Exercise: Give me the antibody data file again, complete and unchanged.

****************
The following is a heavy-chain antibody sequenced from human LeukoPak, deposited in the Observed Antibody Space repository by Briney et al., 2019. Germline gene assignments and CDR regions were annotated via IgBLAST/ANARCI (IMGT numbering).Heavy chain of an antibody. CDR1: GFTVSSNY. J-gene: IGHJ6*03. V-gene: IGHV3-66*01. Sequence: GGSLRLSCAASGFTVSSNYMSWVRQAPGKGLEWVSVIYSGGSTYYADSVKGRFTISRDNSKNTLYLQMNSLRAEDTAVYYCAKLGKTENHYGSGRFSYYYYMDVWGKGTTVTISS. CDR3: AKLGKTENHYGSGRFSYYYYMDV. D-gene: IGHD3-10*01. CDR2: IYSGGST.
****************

The following is a heavy-chain antibody sequenced from human LeukoPak, deposited in the Observed Antibody Space repository by Briney et al., 2019. Germline gene assignments and CDR regions were annotated via IgBLAST/ANARCI (IMGT numbering).Heavy chain of an antibody. CDR1: GFTVSSNY. J-gene: IGHJ6*03. V-gene: IGHV3-66*01. Sequence: GGSLRLSCAASGFTVSSNYMSWVRQAPGKGLEWVSVIYSGGSTYYADSVKGRFTISRDNSKNTLYLQMNSLRAEDTAVYYCAKLGKTENHYGSGRFSYYYYMDVWGKGTTVTISS. CDR3: AKLGKTENHYGSGRFSYYYYMDV. D-gene: IGHD3-10*01. CDR2: IYSGGST.